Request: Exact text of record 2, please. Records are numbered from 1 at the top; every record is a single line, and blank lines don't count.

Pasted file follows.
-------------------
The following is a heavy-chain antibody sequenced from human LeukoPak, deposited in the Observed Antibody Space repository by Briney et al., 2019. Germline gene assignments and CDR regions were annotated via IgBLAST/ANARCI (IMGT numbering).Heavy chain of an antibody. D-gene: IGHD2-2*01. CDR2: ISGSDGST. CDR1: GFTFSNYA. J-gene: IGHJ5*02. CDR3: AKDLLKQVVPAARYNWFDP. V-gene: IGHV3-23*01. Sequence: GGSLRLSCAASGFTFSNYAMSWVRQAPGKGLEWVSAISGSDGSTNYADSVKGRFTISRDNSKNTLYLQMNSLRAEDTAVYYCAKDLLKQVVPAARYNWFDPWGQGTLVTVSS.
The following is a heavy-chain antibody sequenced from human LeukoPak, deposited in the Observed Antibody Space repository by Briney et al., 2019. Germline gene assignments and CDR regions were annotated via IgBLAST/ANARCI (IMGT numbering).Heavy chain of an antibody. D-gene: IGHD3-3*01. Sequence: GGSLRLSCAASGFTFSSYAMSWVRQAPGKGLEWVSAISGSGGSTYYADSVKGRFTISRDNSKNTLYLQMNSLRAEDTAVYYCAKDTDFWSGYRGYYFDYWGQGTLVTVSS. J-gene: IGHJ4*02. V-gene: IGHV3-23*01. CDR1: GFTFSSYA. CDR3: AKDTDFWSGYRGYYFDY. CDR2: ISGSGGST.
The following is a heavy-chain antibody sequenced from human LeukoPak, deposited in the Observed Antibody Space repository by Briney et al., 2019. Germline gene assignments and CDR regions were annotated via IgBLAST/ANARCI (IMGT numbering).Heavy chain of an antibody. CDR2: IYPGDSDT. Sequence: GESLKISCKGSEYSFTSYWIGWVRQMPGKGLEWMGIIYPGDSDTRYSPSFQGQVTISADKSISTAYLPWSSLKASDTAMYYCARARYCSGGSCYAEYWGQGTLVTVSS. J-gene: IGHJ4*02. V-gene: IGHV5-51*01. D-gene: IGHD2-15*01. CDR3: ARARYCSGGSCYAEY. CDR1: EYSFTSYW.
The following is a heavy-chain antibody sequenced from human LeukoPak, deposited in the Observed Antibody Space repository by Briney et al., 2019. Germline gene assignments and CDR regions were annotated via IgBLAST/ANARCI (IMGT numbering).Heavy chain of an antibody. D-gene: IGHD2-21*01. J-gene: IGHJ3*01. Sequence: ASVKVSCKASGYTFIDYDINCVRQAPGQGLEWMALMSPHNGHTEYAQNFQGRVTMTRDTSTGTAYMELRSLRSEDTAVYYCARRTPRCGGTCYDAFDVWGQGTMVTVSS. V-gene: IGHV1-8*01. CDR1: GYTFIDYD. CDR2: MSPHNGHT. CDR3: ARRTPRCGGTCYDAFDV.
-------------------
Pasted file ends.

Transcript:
The following is a heavy-chain antibody sequenced from human LeukoPak, deposited in the Observed Antibody Space repository by Briney et al., 2019. Germline gene assignments and CDR regions were annotated via IgBLAST/ANARCI (IMGT numbering).Heavy chain of an antibody. D-gene: IGHD3-3*01. Sequence: GGSLRLSCAASGFTFSSYAMSWVRQAPGKGLEWVSAISGSGGSTYYADSVKGRFTISRDNSKNTLYLQMNSLRAEDTAVYYCAKDTDFWSGYRGYYFDYWGQGTLVTVSS. J-gene: IGHJ4*02. V-gene: IGHV3-23*01. CDR1: GFTFSSYA. CDR3: AKDTDFWSGYRGYYFDY. CDR2: ISGSGGST.